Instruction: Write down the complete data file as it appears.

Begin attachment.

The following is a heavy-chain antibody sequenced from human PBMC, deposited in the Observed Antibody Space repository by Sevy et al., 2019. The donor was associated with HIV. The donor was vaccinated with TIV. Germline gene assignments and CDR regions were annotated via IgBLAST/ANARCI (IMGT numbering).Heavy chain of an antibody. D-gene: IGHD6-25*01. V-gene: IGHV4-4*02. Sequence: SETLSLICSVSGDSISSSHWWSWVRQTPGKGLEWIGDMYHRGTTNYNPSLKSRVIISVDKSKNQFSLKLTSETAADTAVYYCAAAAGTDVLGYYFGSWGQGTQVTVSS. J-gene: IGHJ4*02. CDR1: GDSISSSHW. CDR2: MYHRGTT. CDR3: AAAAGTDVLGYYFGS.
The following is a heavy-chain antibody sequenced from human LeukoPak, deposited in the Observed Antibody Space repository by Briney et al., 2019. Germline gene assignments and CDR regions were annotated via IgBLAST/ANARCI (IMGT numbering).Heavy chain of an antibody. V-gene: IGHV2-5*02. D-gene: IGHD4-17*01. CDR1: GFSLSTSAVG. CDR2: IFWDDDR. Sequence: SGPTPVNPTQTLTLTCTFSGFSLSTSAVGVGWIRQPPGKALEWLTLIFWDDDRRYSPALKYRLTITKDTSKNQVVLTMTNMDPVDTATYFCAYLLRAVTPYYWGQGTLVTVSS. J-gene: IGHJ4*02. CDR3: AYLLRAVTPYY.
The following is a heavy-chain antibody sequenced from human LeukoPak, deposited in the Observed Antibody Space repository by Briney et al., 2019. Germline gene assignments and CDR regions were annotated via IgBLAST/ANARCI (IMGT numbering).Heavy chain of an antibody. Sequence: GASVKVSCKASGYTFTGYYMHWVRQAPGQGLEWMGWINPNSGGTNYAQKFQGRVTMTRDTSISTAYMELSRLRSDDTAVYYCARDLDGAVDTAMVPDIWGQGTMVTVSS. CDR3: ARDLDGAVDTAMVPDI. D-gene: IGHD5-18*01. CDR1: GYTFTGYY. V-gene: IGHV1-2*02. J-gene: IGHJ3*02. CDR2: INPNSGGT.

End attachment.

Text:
The following is a heavy-chain antibody sequenced from human PBMC, deposited in the Observed Antibody Space repository by Sevy et al., 2019. The donor was associated with HIV. The donor was vaccinated with TIV. Germline gene assignments and CDR regions were annotated via IgBLAST/ANARCI (IMGT numbering).Heavy chain of an antibody. D-gene: IGHD6-25*01. V-gene: IGHV4-4*02. Sequence: SETLSLICSVSGDSISSSHWWSWVRQTPGKGLEWIGDMYHRGTTNYNPSLKSRVIISVDKSKNQFSLKLTSETAADTAVYYCAAAAGTDVLGYYFGSWGQGTQVTVSS. J-gene: IGHJ4*02. CDR1: GDSISSSHW. CDR2: MYHRGTT. CDR3: AAAAGTDVLGYYFGS.
The following is a heavy-chain antibody sequenced from human LeukoPak, deposited in the Observed Antibody Space repository by Briney et al., 2019. Germline gene assignments and CDR regions were annotated via IgBLAST/ANARCI (IMGT numbering).Heavy chain of an antibody. V-gene: IGHV2-5*02. D-gene: IGHD4-17*01. CDR1: GFSLSTSAVG. CDR2: IFWDDDR. Sequence: SGPTPVNPTQTLTLTCTFSGFSLSTSAVGVGWIRQPPGKALEWLTLIFWDDDRRYSPALKYRLTITKDTSKNQVVLTMTNMDPVDTATYFCAYLLRAVTPYYWGQGTLVTVSS. J-gene: IGHJ4*02. CDR3: AYLLRAVTPYY.
The following is a heavy-chain antibody sequenced from human LeukoPak, deposited in the Observed Antibody Space repository by Briney et al., 2019. Germline gene assignments and CDR regions were annotated via IgBLAST/ANARCI (IMGT numbering).Heavy chain of an antibody. Sequence: GASVKVSCKASGYTFTGYYMHWVRQAPGQGLEWMGWINPNSGGTNYAQKFQGRVTMTRDTSISTAYMELSRLRSDDTAVYYCARDLDGAVDTAMVPDIWGQGTMVTVSS. CDR3: ARDLDGAVDTAMVPDI. D-gene: IGHD5-18*01. CDR1: GYTFTGYY. V-gene: IGHV1-2*02. J-gene: IGHJ3*02. CDR2: INPNSGGT.